5. Less effective managers simply drift and react. (Not having a roadmap was part of the reason the manager I mentioned in the beginning was asked to leave.) Metrics and roadmaps work hand in glove.
  6. The metrics help you draw the roadmap.
  7. Adopt a service mindset. Good BCM managers develop the habit of thinking of the other departments they engage with as clients. And they think of the BIAs, recovery plans, disaster exercises, management presentations, and other activities they perform as services or products.

    They endeavor to treat their “clients” with as much consideration as if they were hustling for their business every day, and they work hard to make the services they provide as excellent and consistent as possible. Bad BCM managers are indifferent; good ones are committed to making a difference, by looking at the departments they work with as clients deserving of their very best.

  8. Invest your time and effort in the right areas. Want to know something sad? A lot of dedicated BCM managers who knock themselves out for their organizations still have weak BCM programs. How can it be? Often it’s because they’re focusing their efforts on the wrong areas, usually tactical, ground-level stuff like BIAs, when they should first get the strategic vision sorted out. Good managers make a habit of investing their time and effort in the right areas. See above for ideas on what the right areas are. (Another good area to pay attention to is residual risk: see this recent post for details.)
  9. Focus like a demon on the bottom line: can you recover? Good managers are realists. They don’t confuse effort with results, and they make a habit of focusing like crazy on the bottom line. In our business, of course, the bottom line is: Can you recover? If there was a disruption, could you quickly get things back on track to minimize the impact to the business? The business continuity manager who holds this question as their guiding star, day in and day out, is in all likelihood a pretty capable continuity manager.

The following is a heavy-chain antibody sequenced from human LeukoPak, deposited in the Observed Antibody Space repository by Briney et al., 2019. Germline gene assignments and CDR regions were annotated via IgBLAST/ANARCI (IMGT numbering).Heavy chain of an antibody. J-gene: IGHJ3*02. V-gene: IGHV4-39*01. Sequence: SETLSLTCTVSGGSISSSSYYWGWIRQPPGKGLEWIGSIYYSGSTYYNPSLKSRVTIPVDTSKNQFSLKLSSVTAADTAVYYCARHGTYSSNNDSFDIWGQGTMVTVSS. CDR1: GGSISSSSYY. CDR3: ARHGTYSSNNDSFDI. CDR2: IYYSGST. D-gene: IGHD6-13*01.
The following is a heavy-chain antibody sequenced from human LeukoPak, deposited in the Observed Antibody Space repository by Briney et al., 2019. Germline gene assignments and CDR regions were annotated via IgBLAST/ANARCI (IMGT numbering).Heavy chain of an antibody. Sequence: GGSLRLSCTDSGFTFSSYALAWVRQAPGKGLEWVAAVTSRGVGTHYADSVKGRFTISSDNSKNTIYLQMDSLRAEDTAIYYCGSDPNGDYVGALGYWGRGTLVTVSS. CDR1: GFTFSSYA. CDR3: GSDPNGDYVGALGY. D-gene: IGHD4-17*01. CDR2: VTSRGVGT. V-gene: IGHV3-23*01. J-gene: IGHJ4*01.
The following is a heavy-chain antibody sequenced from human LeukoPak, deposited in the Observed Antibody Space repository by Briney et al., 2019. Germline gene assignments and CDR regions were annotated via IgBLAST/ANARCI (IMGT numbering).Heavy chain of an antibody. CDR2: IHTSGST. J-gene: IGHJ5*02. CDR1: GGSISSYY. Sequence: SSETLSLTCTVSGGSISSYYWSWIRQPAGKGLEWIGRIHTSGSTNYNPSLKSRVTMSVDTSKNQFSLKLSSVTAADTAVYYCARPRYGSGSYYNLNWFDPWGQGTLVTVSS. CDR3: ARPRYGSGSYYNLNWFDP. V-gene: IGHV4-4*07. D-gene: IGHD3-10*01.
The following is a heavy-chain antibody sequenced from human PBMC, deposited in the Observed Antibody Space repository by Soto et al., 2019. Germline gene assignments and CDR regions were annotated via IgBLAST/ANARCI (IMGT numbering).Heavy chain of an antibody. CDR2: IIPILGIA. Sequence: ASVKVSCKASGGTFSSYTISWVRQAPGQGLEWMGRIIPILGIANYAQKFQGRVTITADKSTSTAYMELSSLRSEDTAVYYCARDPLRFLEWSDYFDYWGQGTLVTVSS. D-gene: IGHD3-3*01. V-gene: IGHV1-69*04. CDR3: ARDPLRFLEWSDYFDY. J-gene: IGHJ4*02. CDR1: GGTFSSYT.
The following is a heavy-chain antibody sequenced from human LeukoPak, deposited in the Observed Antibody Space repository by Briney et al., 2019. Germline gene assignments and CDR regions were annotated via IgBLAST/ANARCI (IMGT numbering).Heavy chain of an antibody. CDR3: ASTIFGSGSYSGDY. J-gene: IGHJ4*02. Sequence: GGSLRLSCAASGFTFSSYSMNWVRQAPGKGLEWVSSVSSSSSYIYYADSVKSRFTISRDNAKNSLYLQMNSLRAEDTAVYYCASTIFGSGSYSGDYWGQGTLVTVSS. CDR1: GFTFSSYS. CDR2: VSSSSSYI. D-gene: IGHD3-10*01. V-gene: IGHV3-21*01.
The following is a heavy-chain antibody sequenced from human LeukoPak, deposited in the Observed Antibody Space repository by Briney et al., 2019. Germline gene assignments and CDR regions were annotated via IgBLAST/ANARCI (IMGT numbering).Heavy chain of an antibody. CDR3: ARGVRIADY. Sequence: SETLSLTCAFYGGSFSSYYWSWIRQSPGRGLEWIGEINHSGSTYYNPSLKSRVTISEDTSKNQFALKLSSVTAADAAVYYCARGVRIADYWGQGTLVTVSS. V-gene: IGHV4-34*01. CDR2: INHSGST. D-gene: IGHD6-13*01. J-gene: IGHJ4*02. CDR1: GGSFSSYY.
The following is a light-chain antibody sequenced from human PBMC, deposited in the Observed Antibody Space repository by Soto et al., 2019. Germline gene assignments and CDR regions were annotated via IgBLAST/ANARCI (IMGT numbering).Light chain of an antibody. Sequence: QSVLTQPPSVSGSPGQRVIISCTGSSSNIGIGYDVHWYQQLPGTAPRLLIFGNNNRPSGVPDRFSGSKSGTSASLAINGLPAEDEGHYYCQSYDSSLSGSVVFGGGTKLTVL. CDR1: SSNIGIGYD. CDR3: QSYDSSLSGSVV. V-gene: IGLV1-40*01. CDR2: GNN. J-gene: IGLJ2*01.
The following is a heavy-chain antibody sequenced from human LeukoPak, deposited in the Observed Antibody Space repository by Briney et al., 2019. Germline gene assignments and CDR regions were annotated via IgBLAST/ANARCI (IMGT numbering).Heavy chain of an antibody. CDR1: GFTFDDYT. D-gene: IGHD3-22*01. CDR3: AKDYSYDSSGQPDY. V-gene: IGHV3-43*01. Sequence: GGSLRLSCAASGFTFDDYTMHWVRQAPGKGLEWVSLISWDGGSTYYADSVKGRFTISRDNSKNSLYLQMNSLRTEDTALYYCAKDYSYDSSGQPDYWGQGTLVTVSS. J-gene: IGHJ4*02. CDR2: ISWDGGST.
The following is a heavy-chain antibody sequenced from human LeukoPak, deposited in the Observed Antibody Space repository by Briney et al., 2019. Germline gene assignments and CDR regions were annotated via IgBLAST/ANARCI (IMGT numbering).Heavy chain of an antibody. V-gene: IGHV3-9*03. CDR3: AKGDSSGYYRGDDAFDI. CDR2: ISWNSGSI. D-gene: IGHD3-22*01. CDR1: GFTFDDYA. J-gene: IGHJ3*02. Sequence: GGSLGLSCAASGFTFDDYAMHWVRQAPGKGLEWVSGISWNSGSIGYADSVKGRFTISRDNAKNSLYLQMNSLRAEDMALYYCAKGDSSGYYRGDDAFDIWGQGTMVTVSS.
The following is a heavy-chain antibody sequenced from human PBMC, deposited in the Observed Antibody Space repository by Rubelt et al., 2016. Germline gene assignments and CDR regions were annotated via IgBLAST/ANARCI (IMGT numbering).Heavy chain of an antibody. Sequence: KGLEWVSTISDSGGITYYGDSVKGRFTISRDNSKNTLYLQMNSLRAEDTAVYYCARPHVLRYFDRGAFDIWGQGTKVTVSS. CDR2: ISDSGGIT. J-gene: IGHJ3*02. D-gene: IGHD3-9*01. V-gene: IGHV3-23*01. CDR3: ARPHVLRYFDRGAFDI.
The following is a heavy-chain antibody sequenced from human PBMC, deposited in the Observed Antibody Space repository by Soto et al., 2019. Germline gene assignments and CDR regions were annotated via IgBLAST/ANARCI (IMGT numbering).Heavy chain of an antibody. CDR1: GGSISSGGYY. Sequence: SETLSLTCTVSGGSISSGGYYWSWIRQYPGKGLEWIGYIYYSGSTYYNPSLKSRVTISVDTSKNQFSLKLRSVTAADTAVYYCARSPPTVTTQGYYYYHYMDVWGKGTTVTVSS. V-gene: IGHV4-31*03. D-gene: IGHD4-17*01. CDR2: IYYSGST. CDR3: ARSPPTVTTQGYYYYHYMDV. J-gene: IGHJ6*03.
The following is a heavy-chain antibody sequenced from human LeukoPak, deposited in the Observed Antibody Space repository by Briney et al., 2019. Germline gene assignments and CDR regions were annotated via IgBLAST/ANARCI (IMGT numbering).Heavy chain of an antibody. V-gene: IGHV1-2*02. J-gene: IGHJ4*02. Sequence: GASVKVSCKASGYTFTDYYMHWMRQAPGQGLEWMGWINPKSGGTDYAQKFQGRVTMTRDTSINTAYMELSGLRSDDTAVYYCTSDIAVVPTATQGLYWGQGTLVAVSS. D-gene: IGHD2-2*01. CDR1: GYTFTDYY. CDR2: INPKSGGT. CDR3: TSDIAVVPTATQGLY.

If you already practice these seven habits—whatever the wording you use to describe them—then I would bet anything you’re an excellent business continuity manager and that your organization is lucky to have you.

If you don’t already practice them, why not give them a try? Your career, your program, and your organization will all be the better for it.

Michael Herrera is the Chief Executive Officer (CEO) of MHA. In his role, Michael provides global leadership to the entire set of industry practices and horizontal capabilities within MHA. Under his leadership, MHA has become a leading provider of Business Continuity and Disaster Recovery services to organizations on a global level. He is also the founder of BCMMETRICS, a leading cloud based tool designed to assess business continuity compliance and residual risk. Michael is a well-known and sought after speaker on Business Continuity issues at local and national contingency planner chapter meetings and conferences. Prior to founding MHA, he was a Regional VP for Bank of America, where he was responsible for Business Continuity across the southwest region.

Business continuity consulting for today’s leading companies.